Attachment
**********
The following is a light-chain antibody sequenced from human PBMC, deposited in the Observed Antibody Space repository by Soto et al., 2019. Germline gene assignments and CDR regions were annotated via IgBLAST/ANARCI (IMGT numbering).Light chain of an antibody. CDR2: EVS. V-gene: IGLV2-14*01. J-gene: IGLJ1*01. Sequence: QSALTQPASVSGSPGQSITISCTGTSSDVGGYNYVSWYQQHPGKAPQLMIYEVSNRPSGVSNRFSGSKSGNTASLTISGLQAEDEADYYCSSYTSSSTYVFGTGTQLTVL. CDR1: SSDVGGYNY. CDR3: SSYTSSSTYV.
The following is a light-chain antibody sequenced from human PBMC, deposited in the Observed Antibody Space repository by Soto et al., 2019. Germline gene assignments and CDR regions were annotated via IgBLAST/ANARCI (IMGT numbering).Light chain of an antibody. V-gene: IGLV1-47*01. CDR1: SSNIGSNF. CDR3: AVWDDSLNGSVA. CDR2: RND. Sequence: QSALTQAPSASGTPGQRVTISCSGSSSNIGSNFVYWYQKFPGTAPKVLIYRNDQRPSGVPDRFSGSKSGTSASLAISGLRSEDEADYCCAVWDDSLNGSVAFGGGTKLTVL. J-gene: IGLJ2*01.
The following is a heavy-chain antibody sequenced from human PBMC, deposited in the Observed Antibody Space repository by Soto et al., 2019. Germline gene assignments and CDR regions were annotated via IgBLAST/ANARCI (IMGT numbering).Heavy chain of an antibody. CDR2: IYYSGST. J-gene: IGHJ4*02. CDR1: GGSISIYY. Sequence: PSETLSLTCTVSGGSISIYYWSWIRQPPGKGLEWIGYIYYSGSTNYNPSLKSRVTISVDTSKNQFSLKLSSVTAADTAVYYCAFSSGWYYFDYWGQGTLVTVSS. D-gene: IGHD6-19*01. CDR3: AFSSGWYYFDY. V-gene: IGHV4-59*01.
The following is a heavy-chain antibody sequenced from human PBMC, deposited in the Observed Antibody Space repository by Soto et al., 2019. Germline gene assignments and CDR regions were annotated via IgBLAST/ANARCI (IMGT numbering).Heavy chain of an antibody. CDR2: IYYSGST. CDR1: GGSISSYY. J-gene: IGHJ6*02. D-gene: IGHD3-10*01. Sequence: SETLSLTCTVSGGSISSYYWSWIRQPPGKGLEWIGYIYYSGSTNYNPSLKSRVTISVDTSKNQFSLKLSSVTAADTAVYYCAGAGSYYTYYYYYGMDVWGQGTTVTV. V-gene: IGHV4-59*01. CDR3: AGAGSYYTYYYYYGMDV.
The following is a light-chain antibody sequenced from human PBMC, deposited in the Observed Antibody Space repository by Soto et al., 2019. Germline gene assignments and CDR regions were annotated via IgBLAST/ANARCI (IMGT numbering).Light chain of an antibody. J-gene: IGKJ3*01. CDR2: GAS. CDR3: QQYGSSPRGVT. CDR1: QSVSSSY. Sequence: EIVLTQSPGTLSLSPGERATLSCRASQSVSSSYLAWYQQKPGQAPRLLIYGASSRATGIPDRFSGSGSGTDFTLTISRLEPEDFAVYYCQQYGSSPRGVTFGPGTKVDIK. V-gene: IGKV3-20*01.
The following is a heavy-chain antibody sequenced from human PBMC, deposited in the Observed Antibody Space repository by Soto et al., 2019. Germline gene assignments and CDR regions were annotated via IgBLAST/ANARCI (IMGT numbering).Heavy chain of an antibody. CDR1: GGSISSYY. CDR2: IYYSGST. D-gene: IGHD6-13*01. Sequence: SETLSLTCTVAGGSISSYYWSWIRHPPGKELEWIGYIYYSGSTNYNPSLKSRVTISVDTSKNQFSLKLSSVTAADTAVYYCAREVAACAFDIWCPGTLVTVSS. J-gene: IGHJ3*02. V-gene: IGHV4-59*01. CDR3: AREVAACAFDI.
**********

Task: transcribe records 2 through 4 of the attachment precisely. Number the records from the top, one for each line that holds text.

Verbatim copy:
The following is a light-chain antibody sequenced from human PBMC, deposited in the Observed Antibody Space repository by Soto et al., 2019. Germline gene assignments and CDR regions were annotated via IgBLAST/ANARCI (IMGT numbering).Light chain of an antibody. V-gene: IGLV1-47*01. CDR1: SSNIGSNF. CDR3: AVWDDSLNGSVA. CDR2: RND. Sequence: QSALTQAPSASGTPGQRVTISCSGSSSNIGSNFVYWYQKFPGTAPKVLIYRNDQRPSGVPDRFSGSKSGTSASLAISGLRSEDEADYCCAVWDDSLNGSVAFGGGTKLTVL. J-gene: IGLJ2*01.
The following is a heavy-chain antibody sequenced from human PBMC, deposited in the Observed Antibody Space repository by Soto et al., 2019. Germline gene assignments and CDR regions were annotated via IgBLAST/ANARCI (IMGT numbering).Heavy chain of an antibody. CDR2: IYYSGST. J-gene: IGHJ4*02. CDR1: GGSISIYY. Sequence: PSETLSLTCTVSGGSISIYYWSWIRQPPGKGLEWIGYIYYSGSTNYNPSLKSRVTISVDTSKNQFSLKLSSVTAADTAVYYCAFSSGWYYFDYWGQGTLVTVSS. D-gene: IGHD6-19*01. CDR3: AFSSGWYYFDY. V-gene: IGHV4-59*01.
The following is a heavy-chain antibody sequenced from human PBMC, deposited in the Observed Antibody Space repository by Soto et al., 2019. Germline gene assignments and CDR regions were annotated via IgBLAST/ANARCI (IMGT numbering).Heavy chain of an antibody. CDR2: IYYSGST. CDR1: GGSISSYY. J-gene: IGHJ6*02. D-gene: IGHD3-10*01. Sequence: SETLSLTCTVSGGSISSYYWSWIRQPPGKGLEWIGYIYYSGSTNYNPSLKSRVTISVDTSKNQFSLKLSSVTAADTAVYYCAGAGSYYTYYYYYGMDVWGQGTTVTV. V-gene: IGHV4-59*01. CDR3: AGAGSYYTYYYYYGMDV.